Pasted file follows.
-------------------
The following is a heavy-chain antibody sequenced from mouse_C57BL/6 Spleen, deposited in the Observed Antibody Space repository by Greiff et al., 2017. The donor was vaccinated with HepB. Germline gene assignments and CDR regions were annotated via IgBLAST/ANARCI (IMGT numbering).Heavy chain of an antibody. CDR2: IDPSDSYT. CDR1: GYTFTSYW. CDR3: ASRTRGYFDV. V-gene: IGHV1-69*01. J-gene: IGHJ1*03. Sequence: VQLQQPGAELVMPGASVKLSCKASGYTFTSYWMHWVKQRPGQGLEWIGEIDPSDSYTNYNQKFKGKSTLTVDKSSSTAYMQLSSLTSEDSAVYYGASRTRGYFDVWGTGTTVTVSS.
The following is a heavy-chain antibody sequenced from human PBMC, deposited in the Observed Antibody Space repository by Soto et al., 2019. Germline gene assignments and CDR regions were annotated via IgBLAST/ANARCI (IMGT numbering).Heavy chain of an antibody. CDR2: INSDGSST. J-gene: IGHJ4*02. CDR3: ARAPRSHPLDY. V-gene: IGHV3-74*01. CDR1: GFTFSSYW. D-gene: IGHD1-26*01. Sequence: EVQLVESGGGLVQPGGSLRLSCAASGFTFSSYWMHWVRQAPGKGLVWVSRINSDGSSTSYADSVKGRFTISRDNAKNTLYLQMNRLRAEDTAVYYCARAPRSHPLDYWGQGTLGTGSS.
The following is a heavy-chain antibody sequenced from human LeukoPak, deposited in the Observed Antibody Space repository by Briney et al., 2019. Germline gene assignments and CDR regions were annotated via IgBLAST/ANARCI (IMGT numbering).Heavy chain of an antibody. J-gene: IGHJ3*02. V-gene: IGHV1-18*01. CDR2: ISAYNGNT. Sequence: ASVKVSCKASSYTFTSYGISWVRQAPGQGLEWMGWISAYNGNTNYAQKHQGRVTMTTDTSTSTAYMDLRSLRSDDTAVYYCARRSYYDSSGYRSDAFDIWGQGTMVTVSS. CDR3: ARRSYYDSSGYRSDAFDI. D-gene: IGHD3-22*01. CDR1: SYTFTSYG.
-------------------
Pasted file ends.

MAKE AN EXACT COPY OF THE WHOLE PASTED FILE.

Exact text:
The following is a heavy-chain antibody sequenced from mouse_C57BL/6 Spleen, deposited in the Observed Antibody Space repository by Greiff et al., 2017. The donor was vaccinated with HepB. Germline gene assignments and CDR regions were annotated via IgBLAST/ANARCI (IMGT numbering).Heavy chain of an antibody. CDR2: IDPSDSYT. CDR1: GYTFTSYW. CDR3: ASRTRGYFDV. V-gene: IGHV1-69*01. J-gene: IGHJ1*03. Sequence: VQLQQPGAELVMPGASVKLSCKASGYTFTSYWMHWVKQRPGQGLEWIGEIDPSDSYTNYNQKFKGKSTLTVDKSSSTAYMQLSSLTSEDSAVYYGASRTRGYFDVWGTGTTVTVSS.
The following is a heavy-chain antibody sequenced from human PBMC, deposited in the Observed Antibody Space repository by Soto et al., 2019. Germline gene assignments and CDR regions were annotated via IgBLAST/ANARCI (IMGT numbering).Heavy chain of an antibody. CDR2: INSDGSST. J-gene: IGHJ4*02. CDR3: ARAPRSHPLDY. V-gene: IGHV3-74*01. CDR1: GFTFSSYW. D-gene: IGHD1-26*01. Sequence: EVQLVESGGGLVQPGGSLRLSCAASGFTFSSYWMHWVRQAPGKGLVWVSRINSDGSSTSYADSVKGRFTISRDNAKNTLYLQMNRLRAEDTAVYYCARAPRSHPLDYWGQGTLGTGSS.
The following is a heavy-chain antibody sequenced from human LeukoPak, deposited in the Observed Antibody Space repository by Briney et al., 2019. Germline gene assignments and CDR regions were annotated via IgBLAST/ANARCI (IMGT numbering).Heavy chain of an antibody. J-gene: IGHJ3*02. V-gene: IGHV1-18*01. CDR2: ISAYNGNT. Sequence: ASVKVSCKASSYTFTSYGISWVRQAPGQGLEWMGWISAYNGNTNYAQKHQGRVTMTTDTSTSTAYMDLRSLRSDDTAVYYCARRSYYDSSGYRSDAFDIWGQGTMVTVSS. CDR3: ARRSYYDSSGYRSDAFDI. D-gene: IGHD3-22*01. CDR1: SYTFTSYG.